ارائه نکات طلایی گیاهان زراعی به طور کامل در کتاب (( 1100 نکته زراعت)) تالیف اینجانب   در  در 120 صفحه با شابک: 5-63-8735-964-978در شهرستان اهواز، کتابفروشی رشد در اختیار عموم قرار دارد. اما عده بسیار زیادی از عزیزان در اقصی نقاط کشور درخواست ارسال کتاب 1100 نکته زراعت را نموده اند. 

با توجه به اینکه قیمت پشت جلد کتاب 2000 تومان بوده است، هزینه ارسال به عهده خریدار محترم می باشد. بدین ترتیب لطفاً ابتدا به ازای خرید هر جلد کتاب مبلغ 8000 تومان  به عنوان علی الحساب هزینه پستی به شماره حساب زیر واریز نمایید. در اینصورت کتاب (ها) به علاوه مابه التفاوت مبلغ هزینه پست به همراه فیش رسید پستی در اسرع وقت به آدرستان ارسال خواهد شد. توجه داشته باشید که :

اعتبار این پست تا پایان سال 1393 می باشد و پس از آن قبل از خرید و یا واریز حتماً ابتدا درخواستتان را ایمیل نمایید.

 

جهت خرید:

 با واریز مبلغ  100000 ریال به حساب شماره 4286260261  و یا

کارت عابر بانک به شماره 7303 0832 3371 6104 بانک ملت به نام نیما فربد اقدام و

1 -  شماره پیگیری یا شماره فیش واریزی

2 -  نام و نام خانوادگی به همراه آدرس دقیق پستی /کد پستی و یک شماره تلفن همراه را

به آدرس ایمیل اینجانب ROPINHAJ@YAHOO.COM ارسال فرمایید.



تاريخ : یکشنبه بیست و سوم شهریور 1393 ا 7:12 بعد از ظهر نويسنده : NIMA ا

  The curve can be shown appearing slowly along the line and stabilizing.

During the initial stage, i.e., during the lag phase, the rate of plant growth is slow. Rate of growth then increases rapidly during the exponential phase. After some time the growth rate slowly decreases due to limitation of nutrients. This phase constitutes the stationary phase. growth curve is a typical sigmoid curve The curve obtained by plotting growth and time is called a growth curve. It is a typical sigmoid or S- shaped curve

.


برچسب‌ها: منحنی , رشد , Growth , Curve ,

تاريخ : یکشنبه شانزدهم شهریور 1393 ا 2:57 قبل از ظهر نويسنده : NIMA ا


Zinc is one of the essential micronutrients required for optimum crop growth. Plants take up zinc in its divalent form. At this time it still remains unclear whether this uptake is facilitated as diffusion through membranes specific for zinc ion or whether it is mediated by specific transporter(s). It has been concluded that both mechanisms operate, and about 90.5% of the total zinc required by plants moves towards the roots by diffusion. This lateral movement of zinc is highly dependent upon the soil moisture, and this may be the reason why, particularly in arid and semi-arid areas, zinc deficiency is more frequently seen.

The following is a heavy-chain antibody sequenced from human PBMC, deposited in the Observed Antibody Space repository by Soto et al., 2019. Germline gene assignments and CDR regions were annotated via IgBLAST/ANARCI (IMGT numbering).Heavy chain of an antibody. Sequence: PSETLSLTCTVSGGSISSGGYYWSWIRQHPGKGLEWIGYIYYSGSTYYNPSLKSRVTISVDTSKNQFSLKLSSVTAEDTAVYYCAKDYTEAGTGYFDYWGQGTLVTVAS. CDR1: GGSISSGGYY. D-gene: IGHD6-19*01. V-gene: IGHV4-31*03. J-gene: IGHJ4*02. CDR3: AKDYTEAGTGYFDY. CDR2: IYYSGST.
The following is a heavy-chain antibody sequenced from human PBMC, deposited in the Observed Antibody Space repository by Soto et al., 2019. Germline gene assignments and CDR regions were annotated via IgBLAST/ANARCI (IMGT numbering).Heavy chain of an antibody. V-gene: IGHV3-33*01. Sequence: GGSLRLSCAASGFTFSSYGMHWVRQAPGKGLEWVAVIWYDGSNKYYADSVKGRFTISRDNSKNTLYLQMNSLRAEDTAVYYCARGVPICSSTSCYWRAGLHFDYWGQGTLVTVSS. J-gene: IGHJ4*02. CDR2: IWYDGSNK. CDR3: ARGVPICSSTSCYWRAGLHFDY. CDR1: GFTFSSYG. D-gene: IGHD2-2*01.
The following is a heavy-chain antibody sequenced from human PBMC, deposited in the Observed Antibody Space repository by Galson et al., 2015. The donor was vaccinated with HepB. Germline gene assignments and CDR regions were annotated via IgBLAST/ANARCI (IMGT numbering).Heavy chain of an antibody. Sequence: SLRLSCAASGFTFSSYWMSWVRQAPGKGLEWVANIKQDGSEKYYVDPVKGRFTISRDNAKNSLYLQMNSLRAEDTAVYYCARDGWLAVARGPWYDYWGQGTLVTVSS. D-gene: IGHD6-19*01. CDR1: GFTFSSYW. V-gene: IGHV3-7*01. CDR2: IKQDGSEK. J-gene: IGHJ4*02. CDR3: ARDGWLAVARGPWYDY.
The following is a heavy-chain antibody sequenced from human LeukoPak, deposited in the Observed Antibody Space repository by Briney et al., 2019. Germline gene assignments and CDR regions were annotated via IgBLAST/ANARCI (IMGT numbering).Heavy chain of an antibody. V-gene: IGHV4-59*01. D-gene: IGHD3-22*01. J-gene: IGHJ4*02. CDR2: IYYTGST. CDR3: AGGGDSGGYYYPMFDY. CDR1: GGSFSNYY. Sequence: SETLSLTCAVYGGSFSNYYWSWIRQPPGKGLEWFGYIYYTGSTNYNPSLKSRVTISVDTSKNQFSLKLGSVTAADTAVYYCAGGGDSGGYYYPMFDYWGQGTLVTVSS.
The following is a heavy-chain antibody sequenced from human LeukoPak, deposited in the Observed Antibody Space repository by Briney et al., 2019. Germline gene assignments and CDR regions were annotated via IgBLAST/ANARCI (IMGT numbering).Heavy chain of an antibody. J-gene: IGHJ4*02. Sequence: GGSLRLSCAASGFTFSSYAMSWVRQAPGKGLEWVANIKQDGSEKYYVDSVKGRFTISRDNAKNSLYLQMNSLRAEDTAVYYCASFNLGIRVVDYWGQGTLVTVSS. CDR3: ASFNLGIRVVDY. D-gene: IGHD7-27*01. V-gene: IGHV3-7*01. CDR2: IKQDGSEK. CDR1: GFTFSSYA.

The vast majority of zinc is present in the lattice structure of the soil and therefore, unavailable to meet the plant’s nutritional requirements. Available soil zinc is dissolved in the soil solution in ionic or complex form and may be found on the exchange sites of clay minerals and organic matter. Zinc can also be found as adsorbed divalent cation, zinc hydroxide, or zinc chloride. The solubility of zinc is highly dependent upon soil pH. Presence of calcium carbonate decreases the availability of zinc due to higher soil pH. The poor zinc availability in alkaline calcareous soils is precisely due to the formation of zinc carbonate. High levels of soil phosphorus are also commonly responsible for zinc deficiency. Presence of excess amount of copper can also reduce zinc availability because the absorption of both cations is through the same mechanism, which causes interference in the uptake. On the contrary, application of magnesium can enhance zinc availability and uptake by the roots.

Zinc is transported in the xylem tissues from the roots to the shoots. However, high levels of zinc have been detected in the phloem tissues, which indicates that zinc moves through both transport tissues, and maybe remobilisation of zinc towards the grain during ripening. Substantial translocation of zinc takes place from the older leaves to the younger ones during grain development phase. Plants deficient in nitrogen do not show the retranslocation of zinc from the older leaves, indicating that the deficiency symptoms of zinc are more pronounced in the nitrogen deficient plants.

Using zinc in the fertility program